There are many standing stones throughout the Highlands and they can all induce that uncanny atmosphere of the past.
Read Diana Gabaldon’s books then come and explore the Highlands and the numerous sites of antiquity. Set your imagination free and you too will be transported back in time.
Here at Glendruidh Hotel, many visitors ask which particular standing stones are featured in the books of the well known author, Diana Gabaldon. The answer is nobody knows!
In the stories, the main character ‘Claire’ walks through a stone circle in Scotland and is transported back into history – journeys which take her to the 18th century.
Whilst there are many standing stones across the region, this article describes the fascinating scene at the two nearest sites to the hotel.
The Clava Cairns
These ancient burial chambers can be found on the outer perimeter of Culloden Battlefield, close to where the last Jacobite rebellion was crushed, although the site has been there for thousands of years.
This is a unique site with other rings of standing stones nearby. The cairn itself is ringed by eleven standing stones, the tallest being nine feet high. The outer ring is 110 feet in diameter.
The entrance passage to the burial chamber is on the southwest and is about twenty feet long by 2 feet wide. When visiting, try to find the cup markings on the innermost stone.
Just before the end of the 20th Century a parcel arrived at the Inverness tourist information centre. On opening the parcel a stone was found with a letter from a Belgian gentleman.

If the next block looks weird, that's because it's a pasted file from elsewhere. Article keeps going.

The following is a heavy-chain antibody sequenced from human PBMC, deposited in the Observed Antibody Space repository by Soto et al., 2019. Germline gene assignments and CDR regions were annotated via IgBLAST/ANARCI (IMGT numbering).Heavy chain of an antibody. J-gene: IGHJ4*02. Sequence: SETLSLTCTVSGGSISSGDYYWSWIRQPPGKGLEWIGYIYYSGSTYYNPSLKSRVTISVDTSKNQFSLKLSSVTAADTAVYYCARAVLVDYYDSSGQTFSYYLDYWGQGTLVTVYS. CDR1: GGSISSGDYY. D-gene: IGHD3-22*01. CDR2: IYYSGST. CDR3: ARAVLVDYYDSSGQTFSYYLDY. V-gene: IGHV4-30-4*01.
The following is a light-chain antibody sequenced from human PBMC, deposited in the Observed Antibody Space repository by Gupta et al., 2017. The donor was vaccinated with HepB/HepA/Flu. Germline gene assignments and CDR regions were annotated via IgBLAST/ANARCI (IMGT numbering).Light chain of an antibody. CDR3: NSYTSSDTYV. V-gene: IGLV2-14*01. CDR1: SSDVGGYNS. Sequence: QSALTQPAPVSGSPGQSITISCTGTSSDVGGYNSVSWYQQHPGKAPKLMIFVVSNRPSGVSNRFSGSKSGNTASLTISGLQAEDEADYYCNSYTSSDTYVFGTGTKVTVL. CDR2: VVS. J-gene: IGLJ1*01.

The letter pleaded with the information centre to replace the stone on the Clava Cairns, as he had taken it a couple of years ago as a memento of his holiday in the Highlands.
However, since then, both he and his family had suffered continuous bad luck, so he wanted it returned. The information centre was happy to oblige – I wonder if the Belgian gentleman’s luck has now changed!
Even closer to us, less than half a mile from the hotel, you will find the Druid’s Temple.
This Clava passage-tomb on Leys Castle estate used to be called ‘Leys’ before 19th Century antiquarians believed the ring to be a druidical sanctuary, and named it Druid’s Temple’.
After the site was abandoned, it was re-used as a cemetery, then a hiding-place, and has been plundered in modern times. It lies in ruins on a north-west facing ridge.
Only five stones of its outer circle still stand. Others lie displaced near them in a ring once about 74ft 4ins (22.7m) across. In 1824, fifteen were erect.
Alexander Thom thought that the tallest pillar in the circle, 9ft 6ins (2.9m) high, standing just to the west of the entrance, had been erected to be in line with the midwinter sunset.
Inside is the tomb, less battered, its kerbed cairn elliptical, 43ft 6ins SSE-NNW by 38ft (13.3 x 11.6m). The grading is imperfect.
The tumbled stones of a passage, unusually aligned south-north, lead to a wrecked chamber. In it there may have been a cist. In 1882 David Cameron reported, ‘I have seen a cist found a few yards beyond the outer circle of Leys. It contained no remains. Another cist was found recently in this circle’.
A proper excavation in 1952 showed that the turf had been stripped from the chamber and rounded white quartz pebbles laid down. A few scraps of cremated bone were all that remained of a single individual…
Another discovery suggested that late in the Bronze Age a valuable part of a tinker’s hoard had been concealed here and never reclaimed.
‘A funicular rod or torc of gold was dug up within the great circle of Leys in 1824. It measured 22 inches (56cm) long and was hooked at both ends’.
This lovely ornament, elegantly twisted and decorated, had been broken and subsequently straightened for remelting. Whoever left it had not returned…
Perhaps some similar misfortune befell the owner of the cache of two brilliant gold bracelets, from the megalithic tomb of Rondossec near Carnac in Brittany, which were also never reclaimed…